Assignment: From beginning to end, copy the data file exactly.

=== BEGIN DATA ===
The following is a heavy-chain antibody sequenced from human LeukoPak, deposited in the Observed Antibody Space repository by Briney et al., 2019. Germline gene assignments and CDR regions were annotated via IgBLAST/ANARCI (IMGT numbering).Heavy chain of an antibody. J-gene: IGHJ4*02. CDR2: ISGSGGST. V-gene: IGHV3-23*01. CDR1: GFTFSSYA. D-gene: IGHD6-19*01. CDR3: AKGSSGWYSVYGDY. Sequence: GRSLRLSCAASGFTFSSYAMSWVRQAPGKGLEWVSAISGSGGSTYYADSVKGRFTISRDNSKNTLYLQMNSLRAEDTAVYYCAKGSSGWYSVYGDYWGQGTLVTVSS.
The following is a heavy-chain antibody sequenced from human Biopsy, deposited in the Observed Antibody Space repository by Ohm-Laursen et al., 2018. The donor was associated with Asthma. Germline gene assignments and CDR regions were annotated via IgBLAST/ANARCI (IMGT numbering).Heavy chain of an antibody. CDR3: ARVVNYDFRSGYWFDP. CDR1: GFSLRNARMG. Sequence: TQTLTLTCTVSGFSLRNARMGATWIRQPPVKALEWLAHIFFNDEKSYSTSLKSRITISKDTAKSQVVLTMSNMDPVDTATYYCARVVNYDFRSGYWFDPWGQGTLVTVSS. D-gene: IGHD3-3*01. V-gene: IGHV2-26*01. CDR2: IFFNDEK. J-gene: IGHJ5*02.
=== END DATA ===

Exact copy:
The following is a heavy-chain antibody sequenced from human LeukoPak, deposited in the Observed Antibody Space repository by Briney et al., 2019. Germline gene assignments and CDR regions were annotated via IgBLAST/ANARCI (IMGT numbering).Heavy chain of an antibody. J-gene: IGHJ4*02. CDR2: ISGSGGST. V-gene: IGHV3-23*01. CDR1: GFTFSSYA. D-gene: IGHD6-19*01. CDR3: AKGSSGWYSVYGDY. Sequence: GRSLRLSCAASGFTFSSYAMSWVRQAPGKGLEWVSAISGSGGSTYYADSVKGRFTISRDNSKNTLYLQMNSLRAEDTAVYYCAKGSSGWYSVYGDYWGQGTLVTVSS.
The following is a heavy-chain antibody sequenced from human Biopsy, deposited in the Observed Antibody Space repository by Ohm-Laursen et al., 2018. The donor was associated with Asthma. Germline gene assignments and CDR regions were annotated via IgBLAST/ANARCI (IMGT numbering).Heavy chain of an antibody. CDR3: ARVVNYDFRSGYWFDP. CDR1: GFSLRNARMG. Sequence: TQTLTLTCTVSGFSLRNARMGATWIRQPPVKALEWLAHIFFNDEKSYSTSLKSRITISKDTAKSQVVLTMSNMDPVDTATYYCARVVNYDFRSGYWFDPWGQGTLVTVSS. D-gene: IGHD3-3*01. V-gene: IGHV2-26*01. CDR2: IFFNDEK. J-gene: IGHJ5*02.